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United States District Court, Northern District of Illinois, E.D

June 17, 1981


The opinion of the court was delivered by: Shadur, District Judge.


Angeline Dokos ("Dokos") and Katherine Malenk ("Malenk") (collectively "plaintiffs"), acting both for themselves and for a putative class, sue the Illinois Department of Public Aid ("IDPA") and its Director Jeffrey Miller ("Miller")*fn1 challenging the validity of Ill.Rev.Stat. ch. 23, § 3-1.3 (the "transfer of assets rule" or simply the "rule"). That rule applies to otherwise Medicaid-eligible aged, blind or disabled persons who have, before filing their Medicaid applications, transferred assets for less than fair market value. It presumptively excludes such persons from any Medicaid eligibility for a period of five years, measured from the date of such transfer. Since the decision in Drogolewicz v. Quern, 74 Ill. App.3d 862, 30 Ill.Dec. 865, 393 N.E.2d 1212 (1st Dist. 1979), however, defendants have been required to limit, and have limited, the presumed ineligibility in terms of the actual value of the transferred asset rather than for a full five years.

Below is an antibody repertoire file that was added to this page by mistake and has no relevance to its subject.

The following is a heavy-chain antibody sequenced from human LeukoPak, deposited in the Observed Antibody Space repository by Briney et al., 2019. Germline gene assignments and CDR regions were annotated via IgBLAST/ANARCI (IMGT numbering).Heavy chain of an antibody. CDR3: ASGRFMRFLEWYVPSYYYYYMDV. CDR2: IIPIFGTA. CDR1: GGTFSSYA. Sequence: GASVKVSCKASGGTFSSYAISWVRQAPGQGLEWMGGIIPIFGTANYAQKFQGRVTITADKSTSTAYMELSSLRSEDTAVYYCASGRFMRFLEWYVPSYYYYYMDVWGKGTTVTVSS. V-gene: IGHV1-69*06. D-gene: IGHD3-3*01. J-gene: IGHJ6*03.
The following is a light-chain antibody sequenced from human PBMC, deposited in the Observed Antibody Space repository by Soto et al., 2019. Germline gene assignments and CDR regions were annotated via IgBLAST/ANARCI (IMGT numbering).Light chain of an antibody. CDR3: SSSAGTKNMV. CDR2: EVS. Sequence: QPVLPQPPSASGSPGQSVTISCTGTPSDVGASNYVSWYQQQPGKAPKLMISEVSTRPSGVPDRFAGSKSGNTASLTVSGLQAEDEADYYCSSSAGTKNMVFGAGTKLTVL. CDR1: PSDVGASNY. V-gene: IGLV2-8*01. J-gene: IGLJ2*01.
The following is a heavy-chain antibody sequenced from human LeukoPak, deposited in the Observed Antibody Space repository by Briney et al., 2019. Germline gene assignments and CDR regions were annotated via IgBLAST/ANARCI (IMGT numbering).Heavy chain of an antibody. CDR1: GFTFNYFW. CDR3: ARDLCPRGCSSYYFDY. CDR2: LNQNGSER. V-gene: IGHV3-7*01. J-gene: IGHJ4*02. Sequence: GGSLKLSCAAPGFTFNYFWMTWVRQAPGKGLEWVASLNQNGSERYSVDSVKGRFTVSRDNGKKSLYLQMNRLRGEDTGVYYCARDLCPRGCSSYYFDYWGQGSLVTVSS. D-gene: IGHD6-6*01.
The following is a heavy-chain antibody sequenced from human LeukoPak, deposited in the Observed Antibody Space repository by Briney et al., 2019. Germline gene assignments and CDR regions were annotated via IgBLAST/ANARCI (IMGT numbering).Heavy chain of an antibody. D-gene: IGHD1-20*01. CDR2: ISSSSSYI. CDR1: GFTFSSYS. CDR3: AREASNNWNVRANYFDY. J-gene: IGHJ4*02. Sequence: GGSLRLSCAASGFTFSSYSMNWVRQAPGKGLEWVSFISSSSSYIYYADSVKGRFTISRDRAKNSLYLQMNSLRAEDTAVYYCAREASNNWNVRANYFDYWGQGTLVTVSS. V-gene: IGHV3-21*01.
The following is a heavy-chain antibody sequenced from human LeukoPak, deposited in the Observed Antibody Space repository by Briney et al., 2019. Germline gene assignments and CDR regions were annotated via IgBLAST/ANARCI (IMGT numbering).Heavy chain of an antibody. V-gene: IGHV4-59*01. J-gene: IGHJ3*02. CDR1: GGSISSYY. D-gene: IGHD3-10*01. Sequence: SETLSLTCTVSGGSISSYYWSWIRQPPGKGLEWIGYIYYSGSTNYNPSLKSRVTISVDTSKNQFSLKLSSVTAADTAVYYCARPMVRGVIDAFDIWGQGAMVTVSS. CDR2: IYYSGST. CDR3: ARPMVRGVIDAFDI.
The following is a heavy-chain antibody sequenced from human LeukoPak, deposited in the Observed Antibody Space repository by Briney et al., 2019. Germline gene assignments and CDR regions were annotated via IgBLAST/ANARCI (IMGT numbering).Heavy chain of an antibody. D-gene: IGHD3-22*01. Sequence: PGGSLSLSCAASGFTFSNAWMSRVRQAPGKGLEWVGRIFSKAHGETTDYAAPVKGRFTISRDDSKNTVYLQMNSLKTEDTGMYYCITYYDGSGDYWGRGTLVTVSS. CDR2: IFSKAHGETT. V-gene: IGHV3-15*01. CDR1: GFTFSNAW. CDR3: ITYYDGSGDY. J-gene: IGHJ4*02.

Plaintiffs claim the rule (1) violates their rights under the Fourteenth Amendment and (2) conflicts with federal law in violation of the Supremacy Clause. IDPA and plaintiffs have filed cross-motions for partial summary judgment on the latter issue. Alternatively plaintiffs seek a preliminary injunction enjoining IDPA from enforcing the rule and requiring it to reprocess Medicaid applications of the last five years on which aid has been denied under the rule. Finally plaintiffs have moved for class certification. For the reasons stated in this memorandum opinion and order:

  1. Plaintiffs' motion for summary judgment is

  2. Plaintiffs' motion for class certification is